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Former Councilmember Susan G. Guidry 

This November, New Orleans residents can begin to turn the page on the failed tough-on-crime era that needlessly punished thousands of our neighbors, separated families, devastated communities, and drained public funds away from investments in housing, education, and public health. Voters will elect a new district attorney, as Leon Cannizzaro is not seeking another term. Under his leadership, the parish jailed witnesses, issued fake subpoenas, and prosecuted children as adults at a record pace.

But electing a new district attorney will not be enough to bring fairness, equality, and justice to the criminal justice system. Voters also have the opportunity to choose who serves as judges in courtrooms in New Orleans. For too long, many of our judges have been complicit in the types of injustices perpetrated during the Cannizzaro era. They are infamous for levying harsh bail amounts and exorbitant fines and fees — keeping people locked in cages simply for being poor — and then handing out some of the harshest sentences in the country. And when there have been opportunities for reform, such as fixing the broken bail or fines and fees systems, some of these judges have fought change at every turn.

Over the past ten years the community has worked hard to overcome excessive incarceration, especially the race- and class-based money bail system. Some of the candidates running for judge have taken notice and done more than merely talk the talk of reform. But most will perpetuate the engrained resistance to change, as shown by their work for the DA or at the bidding of bail bondsmen.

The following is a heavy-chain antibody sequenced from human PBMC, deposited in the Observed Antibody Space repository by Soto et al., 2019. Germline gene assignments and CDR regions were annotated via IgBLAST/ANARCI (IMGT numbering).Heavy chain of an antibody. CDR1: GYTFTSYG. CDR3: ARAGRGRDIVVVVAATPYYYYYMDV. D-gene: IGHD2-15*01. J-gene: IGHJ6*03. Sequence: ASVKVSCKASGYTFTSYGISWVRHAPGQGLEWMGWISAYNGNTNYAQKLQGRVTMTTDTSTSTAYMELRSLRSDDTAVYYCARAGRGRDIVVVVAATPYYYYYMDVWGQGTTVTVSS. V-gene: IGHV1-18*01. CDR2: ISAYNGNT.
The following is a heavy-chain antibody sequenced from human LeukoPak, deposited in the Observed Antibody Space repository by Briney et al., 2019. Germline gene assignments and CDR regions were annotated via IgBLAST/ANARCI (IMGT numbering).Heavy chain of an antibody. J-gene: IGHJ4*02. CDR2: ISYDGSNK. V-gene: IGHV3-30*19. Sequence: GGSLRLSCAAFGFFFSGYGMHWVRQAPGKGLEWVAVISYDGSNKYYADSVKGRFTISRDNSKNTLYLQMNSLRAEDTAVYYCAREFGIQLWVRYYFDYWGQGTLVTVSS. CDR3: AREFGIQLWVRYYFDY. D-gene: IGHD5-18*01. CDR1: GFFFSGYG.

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We must determine who has been walking the walk, advocating for our kids and community with the work they have been doing, actively opposing over-incarceration and money bail. If we do, we won’t be the first city to insist that our judges reflect community values of fairness and redefine “law and order.” Two years ago, in the wake of federal litigation against the money bail system — just as we had here in New Orleans — voters in Harris County, Texas elected numerous former defense attorneys as progressive judges. And in a short period these new judges have shown that by not using money bail and locking up fewer people, they could actually save the county money and make the public safer.

New Orleans has spent millions each year to punish people, funneling money away from our communities that so desperately need it. Evidence has shown that genuine criminal justice reform can both save governments considerable amounts of money and do so without risking public safety. But if we only look for judges who have proven to be tough-on-crime prosecutors or tough-on-crime judges, any reform will fall far short of the meaningful change so badly needed in New Orleans.

SUSAN GUIDRY

former city councilmember and Criminal Justice Committee chairperson

New Orleans